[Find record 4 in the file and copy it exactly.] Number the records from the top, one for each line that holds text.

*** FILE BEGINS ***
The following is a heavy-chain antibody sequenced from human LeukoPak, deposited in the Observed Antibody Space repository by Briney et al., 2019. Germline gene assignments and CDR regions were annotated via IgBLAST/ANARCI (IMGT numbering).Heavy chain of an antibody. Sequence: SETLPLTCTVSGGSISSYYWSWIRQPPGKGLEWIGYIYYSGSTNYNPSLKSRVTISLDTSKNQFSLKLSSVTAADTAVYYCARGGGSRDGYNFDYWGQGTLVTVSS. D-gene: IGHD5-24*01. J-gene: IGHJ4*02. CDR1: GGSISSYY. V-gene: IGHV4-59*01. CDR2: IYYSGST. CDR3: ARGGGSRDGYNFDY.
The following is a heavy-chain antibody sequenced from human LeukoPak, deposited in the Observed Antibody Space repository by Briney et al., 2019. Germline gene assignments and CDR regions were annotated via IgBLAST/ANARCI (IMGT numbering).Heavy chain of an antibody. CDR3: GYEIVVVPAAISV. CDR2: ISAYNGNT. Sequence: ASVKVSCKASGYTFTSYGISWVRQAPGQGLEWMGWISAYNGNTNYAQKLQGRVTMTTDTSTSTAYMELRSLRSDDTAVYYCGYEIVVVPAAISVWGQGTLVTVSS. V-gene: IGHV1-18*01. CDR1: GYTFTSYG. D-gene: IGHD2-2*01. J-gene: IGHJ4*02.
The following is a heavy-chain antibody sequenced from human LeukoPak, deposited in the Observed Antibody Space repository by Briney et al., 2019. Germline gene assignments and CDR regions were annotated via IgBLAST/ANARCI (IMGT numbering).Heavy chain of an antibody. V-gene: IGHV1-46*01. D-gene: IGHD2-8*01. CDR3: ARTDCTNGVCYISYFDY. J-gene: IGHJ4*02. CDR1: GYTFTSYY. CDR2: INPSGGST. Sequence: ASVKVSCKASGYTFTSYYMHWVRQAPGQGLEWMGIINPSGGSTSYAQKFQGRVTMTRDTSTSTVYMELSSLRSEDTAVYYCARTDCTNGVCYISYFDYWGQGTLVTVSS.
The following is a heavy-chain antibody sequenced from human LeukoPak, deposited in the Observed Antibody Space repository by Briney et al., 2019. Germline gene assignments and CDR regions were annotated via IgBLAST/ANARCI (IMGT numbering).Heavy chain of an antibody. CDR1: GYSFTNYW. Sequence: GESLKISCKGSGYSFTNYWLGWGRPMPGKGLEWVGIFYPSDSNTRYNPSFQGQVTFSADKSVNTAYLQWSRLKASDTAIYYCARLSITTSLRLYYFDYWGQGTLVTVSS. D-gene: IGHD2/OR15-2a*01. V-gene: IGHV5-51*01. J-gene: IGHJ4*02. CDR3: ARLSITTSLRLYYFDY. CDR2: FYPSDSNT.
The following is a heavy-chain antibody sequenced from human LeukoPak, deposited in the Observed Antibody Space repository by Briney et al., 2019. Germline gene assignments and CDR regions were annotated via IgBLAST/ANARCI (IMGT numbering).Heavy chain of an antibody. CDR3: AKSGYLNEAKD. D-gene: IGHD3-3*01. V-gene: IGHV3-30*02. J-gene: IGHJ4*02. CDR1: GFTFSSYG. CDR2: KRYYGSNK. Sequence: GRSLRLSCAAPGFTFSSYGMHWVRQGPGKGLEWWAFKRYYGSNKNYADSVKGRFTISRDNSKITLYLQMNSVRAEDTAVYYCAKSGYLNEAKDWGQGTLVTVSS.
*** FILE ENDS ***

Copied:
The following is a heavy-chain antibody sequenced from human LeukoPak, deposited in the Observed Antibody Space repository by Briney et al., 2019. Germline gene assignments and CDR regions were annotated via IgBLAST/ANARCI (IMGT numbering).Heavy chain of an antibody. CDR1: GYSFTNYW. Sequence: GESLKISCKGSGYSFTNYWLGWGRPMPGKGLEWVGIFYPSDSNTRYNPSFQGQVTFSADKSVNTAYLQWSRLKASDTAIYYCARLSITTSLRLYYFDYWGQGTLVTVSS. D-gene: IGHD2/OR15-2a*01. V-gene: IGHV5-51*01. J-gene: IGHJ4*02. CDR3: ARLSITTSLRLYYFDY. CDR2: FYPSDSNT.